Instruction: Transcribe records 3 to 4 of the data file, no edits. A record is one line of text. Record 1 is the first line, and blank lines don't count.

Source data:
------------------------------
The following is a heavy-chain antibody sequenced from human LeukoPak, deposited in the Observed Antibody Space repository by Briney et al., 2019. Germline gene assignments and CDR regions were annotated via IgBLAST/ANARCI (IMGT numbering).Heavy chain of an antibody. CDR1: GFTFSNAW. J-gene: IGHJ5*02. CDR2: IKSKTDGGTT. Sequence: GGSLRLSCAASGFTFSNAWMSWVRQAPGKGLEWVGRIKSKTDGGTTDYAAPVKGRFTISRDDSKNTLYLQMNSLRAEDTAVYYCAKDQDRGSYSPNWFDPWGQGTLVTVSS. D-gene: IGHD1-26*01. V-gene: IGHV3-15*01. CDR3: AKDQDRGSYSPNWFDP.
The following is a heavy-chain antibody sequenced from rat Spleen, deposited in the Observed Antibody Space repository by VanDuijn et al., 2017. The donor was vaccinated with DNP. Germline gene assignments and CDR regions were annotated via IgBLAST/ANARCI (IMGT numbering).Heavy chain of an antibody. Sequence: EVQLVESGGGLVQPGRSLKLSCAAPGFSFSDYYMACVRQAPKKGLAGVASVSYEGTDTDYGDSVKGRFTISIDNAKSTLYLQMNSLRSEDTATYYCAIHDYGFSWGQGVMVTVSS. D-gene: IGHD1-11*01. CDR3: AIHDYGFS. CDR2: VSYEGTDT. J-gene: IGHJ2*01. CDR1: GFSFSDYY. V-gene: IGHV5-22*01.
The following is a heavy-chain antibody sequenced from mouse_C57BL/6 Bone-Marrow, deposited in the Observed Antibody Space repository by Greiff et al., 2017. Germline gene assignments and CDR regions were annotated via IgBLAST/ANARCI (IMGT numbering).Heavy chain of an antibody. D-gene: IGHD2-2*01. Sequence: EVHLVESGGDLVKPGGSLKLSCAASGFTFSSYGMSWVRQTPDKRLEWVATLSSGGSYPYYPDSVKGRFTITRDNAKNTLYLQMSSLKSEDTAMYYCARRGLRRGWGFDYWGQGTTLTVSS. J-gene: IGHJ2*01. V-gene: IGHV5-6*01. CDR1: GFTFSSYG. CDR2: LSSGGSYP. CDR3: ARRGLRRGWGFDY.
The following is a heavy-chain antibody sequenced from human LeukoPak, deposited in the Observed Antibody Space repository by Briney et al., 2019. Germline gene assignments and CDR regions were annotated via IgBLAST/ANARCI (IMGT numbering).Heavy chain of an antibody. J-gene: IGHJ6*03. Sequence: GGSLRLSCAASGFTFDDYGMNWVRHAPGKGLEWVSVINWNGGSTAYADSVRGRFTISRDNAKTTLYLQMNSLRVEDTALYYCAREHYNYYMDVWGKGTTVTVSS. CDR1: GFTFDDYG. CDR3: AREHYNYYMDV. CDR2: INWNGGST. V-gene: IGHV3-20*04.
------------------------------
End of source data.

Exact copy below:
The following is a heavy-chain antibody sequenced from mouse_C57BL/6 Bone-Marrow, deposited in the Observed Antibody Space repository by Greiff et al., 2017. Germline gene assignments and CDR regions were annotated via IgBLAST/ANARCI (IMGT numbering).Heavy chain of an antibody. D-gene: IGHD2-2*01. Sequence: EVHLVESGGDLVKPGGSLKLSCAASGFTFSSYGMSWVRQTPDKRLEWVATLSSGGSYPYYPDSVKGRFTITRDNAKNTLYLQMSSLKSEDTAMYYCARRGLRRGWGFDYWGQGTTLTVSS. J-gene: IGHJ2*01. V-gene: IGHV5-6*01. CDR1: GFTFSSYG. CDR2: LSSGGSYP. CDR3: ARRGLRRGWGFDY.
The following is a heavy-chain antibody sequenced from human LeukoPak, deposited in the Observed Antibody Space repository by Briney et al., 2019. Germline gene assignments and CDR regions were annotated via IgBLAST/ANARCI (IMGT numbering).Heavy chain of an antibody. J-gene: IGHJ6*03. Sequence: GGSLRLSCAASGFTFDDYGMNWVRHAPGKGLEWVSVINWNGGSTAYADSVRGRFTISRDNAKTTLYLQMNSLRVEDTALYYCAREHYNYYMDVWGKGTTVTVSS. CDR1: GFTFDDYG. CDR3: AREHYNYYMDV. CDR2: INWNGGST. V-gene: IGHV3-20*04.